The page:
Meet the Sir Howard Dalton Young Microbiologist of the Year finalists: James Horton

Posted on September 6, 2021   by Microbiology Society

The Sir Howard Dalton Young Microbiologist of the Year Prize is awarded by the Society each year. The prize recognises and rewards excellence in science communication by a Microbiology Society member who is a postgraduate student or postdoctoral researcher, having gained their PhD in the last two years. In the run-up to the event, we will be getting to know the finalists. In this blog, we meet James Horton, a postdoctoral research fellow from the University of Bath, UK.

Finalists shortlisted from oral and poster presentations at Annual Conference Online 2021 will present their research to compete for the award at the Society Showcase and AGM on Thursday 16 September. They will be judged by a panel chaired by Professor Jose Bengoechea, co-Chair of the Sustainability Committee, and comprising representatives of the Society’s Divisions. 

James Horton

© James Horton

Talk title: A mutational hotspot that determines highly repeatable evolution can be built and broken by silent genetic changes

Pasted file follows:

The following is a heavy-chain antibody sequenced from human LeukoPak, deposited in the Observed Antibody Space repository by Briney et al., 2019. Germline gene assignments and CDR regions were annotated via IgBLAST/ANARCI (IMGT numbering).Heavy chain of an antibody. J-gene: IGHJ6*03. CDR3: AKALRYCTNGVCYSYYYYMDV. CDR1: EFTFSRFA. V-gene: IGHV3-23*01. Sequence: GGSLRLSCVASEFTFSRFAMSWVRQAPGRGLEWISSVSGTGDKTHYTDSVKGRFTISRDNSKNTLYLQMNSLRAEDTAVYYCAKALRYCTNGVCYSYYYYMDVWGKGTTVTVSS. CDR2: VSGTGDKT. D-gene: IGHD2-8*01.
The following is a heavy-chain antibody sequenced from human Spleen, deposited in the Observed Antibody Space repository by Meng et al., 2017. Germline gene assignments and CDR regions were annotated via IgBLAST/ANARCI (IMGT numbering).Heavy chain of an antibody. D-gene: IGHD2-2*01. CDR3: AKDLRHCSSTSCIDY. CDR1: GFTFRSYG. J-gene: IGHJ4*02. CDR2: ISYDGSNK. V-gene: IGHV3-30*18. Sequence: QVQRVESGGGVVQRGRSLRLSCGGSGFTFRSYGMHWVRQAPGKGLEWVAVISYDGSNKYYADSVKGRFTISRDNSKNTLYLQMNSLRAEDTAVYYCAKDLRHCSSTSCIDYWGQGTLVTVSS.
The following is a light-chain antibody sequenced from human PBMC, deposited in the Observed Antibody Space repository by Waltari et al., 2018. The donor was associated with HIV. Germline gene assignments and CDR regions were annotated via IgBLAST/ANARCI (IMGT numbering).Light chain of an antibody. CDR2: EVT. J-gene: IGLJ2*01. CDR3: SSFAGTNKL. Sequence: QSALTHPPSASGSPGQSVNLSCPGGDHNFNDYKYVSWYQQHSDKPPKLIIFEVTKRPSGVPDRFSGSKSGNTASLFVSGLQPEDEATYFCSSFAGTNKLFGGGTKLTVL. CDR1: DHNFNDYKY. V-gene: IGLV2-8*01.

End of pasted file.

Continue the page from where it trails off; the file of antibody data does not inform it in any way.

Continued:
Research Interests: Can we predict the evolution of bacteria? One major barrier to making accurate predictions is the event of mutation, which is often considered to be inherently unpredictable. My work is dedicated to elucidating the mechanisms that bias mutation, allowing for predictable evolutionary outcomes from the chance event that is mutation.

Theme of talk: Bacteria sometimes evolve in a remarkably repeatable manner: When challenged by the same environment, independent populations of bacteria can utilise identical mutations to recover. However, the ability to evolve predictably is not often shared by a bacterial strain’s close relatives. The bacterial relatives, known as homologs, often harbour many synonymous differences in their DNA. This means that the DNA sequence itself is different, but the encoded protein product remains the same. As such these changes are referred to as “silent”. My work reveals that far from being silent bystanders, these synonymous differences in DNA can determine the repeatability of evolution.

If I was not a microbiologist, I would be… A columnist. Before starting my PhD I worked as a science writer, which allowed me to explore one of my core passions of science communication. As I thoroughly enjoy investing my personality into my work, I think I’d find authoring columns to be the most fulfilling form of writing.

Jame’s talk will take place during Society Showcase and AGM on 16 September, which is still open for registration. Visit the event page for short profiles of the finalists, and keep an eye on the blog to read more full profiles, which will continue to be published over the next few weeks.

Updates about the event will also be shared on our social media channels – follow us @MicrobioSoc on Twitter (using the hashtag #YoungMicro21), and on Facebook, Instagram and LinkedIn.